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Police custody acts as an important gateway to the criminal justice process. Much is at stake here for both staff and suspects as what happens in police custody can have important consequences further down the line. This book offers a timely contribution to research on police custody, which has been largely neglected for the last decade, and it is the first to examine the growing role given to civilians employed by the police or by private security companies within police custody areas.
The book draws on a mixed-method study of two custody areas, one publicly-run, and the other largely privately-run. This empirical analysis explores anew suspects' experiences of police custody from arrest to charge, including their access to due process rights such as phone calls, legal advice and detention reviews, as well as shedding light on the hitherto unexplored working relationships between the police, civilian police staff (public and private), legal advisers, doctors, appropriate adults and drug workers.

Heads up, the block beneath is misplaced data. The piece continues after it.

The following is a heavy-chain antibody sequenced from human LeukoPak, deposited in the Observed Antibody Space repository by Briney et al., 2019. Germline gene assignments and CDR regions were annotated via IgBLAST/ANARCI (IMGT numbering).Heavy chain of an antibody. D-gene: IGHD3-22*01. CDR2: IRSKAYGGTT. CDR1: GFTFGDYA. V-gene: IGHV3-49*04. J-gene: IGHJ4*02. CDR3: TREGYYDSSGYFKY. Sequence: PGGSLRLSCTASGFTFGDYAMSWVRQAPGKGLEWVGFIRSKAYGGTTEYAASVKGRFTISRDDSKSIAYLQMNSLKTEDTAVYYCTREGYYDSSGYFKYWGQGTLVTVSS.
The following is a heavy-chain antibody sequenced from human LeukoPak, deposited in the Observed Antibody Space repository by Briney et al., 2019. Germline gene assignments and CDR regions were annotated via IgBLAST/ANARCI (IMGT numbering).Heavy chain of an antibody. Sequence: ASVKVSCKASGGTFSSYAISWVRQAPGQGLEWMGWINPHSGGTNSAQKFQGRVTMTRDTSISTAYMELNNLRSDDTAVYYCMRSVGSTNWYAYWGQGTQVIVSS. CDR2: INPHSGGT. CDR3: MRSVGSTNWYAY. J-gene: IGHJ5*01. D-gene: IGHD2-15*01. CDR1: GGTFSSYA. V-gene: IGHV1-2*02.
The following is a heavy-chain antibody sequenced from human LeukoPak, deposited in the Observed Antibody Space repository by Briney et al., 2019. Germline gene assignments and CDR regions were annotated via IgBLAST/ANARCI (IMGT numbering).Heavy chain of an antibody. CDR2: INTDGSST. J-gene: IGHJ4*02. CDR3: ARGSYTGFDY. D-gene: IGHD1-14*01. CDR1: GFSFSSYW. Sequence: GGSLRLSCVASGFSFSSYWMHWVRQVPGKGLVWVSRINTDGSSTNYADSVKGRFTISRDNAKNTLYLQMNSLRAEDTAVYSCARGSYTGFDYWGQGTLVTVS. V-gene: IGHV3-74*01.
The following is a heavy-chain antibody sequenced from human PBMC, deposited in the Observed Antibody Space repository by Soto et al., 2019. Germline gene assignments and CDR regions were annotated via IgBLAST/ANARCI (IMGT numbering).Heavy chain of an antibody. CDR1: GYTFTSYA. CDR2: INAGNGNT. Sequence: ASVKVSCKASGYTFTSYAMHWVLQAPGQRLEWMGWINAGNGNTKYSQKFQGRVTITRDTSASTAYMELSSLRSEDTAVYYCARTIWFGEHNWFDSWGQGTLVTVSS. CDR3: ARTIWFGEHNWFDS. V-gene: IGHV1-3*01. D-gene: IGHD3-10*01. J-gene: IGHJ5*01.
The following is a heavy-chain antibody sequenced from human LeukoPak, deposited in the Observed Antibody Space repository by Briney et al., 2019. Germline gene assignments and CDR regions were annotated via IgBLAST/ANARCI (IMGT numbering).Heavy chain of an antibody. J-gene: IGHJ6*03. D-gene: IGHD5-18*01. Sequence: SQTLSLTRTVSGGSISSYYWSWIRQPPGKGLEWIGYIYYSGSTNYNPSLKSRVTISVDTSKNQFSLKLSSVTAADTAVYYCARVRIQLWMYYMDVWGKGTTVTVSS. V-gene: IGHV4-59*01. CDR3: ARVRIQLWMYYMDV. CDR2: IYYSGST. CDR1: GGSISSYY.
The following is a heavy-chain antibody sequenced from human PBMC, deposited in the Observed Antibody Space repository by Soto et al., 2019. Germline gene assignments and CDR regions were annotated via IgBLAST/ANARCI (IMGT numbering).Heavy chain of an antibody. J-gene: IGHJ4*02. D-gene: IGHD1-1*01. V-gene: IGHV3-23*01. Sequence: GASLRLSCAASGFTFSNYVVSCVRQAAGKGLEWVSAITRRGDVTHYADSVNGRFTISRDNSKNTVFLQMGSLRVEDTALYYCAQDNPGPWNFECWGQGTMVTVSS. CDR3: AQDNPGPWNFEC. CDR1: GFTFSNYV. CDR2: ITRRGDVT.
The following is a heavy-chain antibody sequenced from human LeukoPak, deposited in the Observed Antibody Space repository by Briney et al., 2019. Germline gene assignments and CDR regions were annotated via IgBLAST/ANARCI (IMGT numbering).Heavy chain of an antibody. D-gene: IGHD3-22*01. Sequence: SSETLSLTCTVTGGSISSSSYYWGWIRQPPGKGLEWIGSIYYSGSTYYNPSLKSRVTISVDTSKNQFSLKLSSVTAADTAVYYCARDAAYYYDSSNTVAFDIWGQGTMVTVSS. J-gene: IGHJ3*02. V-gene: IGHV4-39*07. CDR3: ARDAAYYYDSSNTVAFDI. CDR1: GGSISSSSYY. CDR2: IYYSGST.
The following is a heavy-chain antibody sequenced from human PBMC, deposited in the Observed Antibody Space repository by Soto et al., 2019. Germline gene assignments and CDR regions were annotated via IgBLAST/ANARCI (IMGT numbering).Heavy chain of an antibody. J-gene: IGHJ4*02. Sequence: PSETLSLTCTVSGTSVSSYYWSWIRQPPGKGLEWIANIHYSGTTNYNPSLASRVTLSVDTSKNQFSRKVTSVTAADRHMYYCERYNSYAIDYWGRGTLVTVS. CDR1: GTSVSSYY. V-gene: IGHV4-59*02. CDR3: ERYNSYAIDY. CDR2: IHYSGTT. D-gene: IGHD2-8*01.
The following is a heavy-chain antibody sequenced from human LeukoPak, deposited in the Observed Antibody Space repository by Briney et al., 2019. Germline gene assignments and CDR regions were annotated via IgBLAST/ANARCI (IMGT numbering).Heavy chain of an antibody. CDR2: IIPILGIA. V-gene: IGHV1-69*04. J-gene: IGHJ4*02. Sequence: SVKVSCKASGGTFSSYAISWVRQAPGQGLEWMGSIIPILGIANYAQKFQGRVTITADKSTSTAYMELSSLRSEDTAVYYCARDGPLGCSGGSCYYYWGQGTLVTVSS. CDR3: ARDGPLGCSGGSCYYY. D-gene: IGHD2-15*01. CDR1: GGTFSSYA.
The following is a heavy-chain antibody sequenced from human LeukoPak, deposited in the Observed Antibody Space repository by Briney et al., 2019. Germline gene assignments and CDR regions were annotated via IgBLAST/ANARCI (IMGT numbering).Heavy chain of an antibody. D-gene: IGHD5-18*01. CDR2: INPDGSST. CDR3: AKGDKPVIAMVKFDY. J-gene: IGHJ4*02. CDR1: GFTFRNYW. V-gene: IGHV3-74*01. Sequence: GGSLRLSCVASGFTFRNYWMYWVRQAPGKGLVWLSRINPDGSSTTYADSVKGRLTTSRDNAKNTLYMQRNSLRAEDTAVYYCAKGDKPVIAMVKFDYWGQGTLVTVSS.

These findings on the police custody process are used to examine pertinent socio-legal and theoretical matters connected to due process, the role of the police in policing, as well as procedural justice and legitimacy.
The book integrates issues which are topical and of utmost empirical, theoretical and political significance, meaning that it is likely to have a broad appeal to students, academics, practitioners and policy-makers with an interest in the criminal justice process, policing and the sociology of law.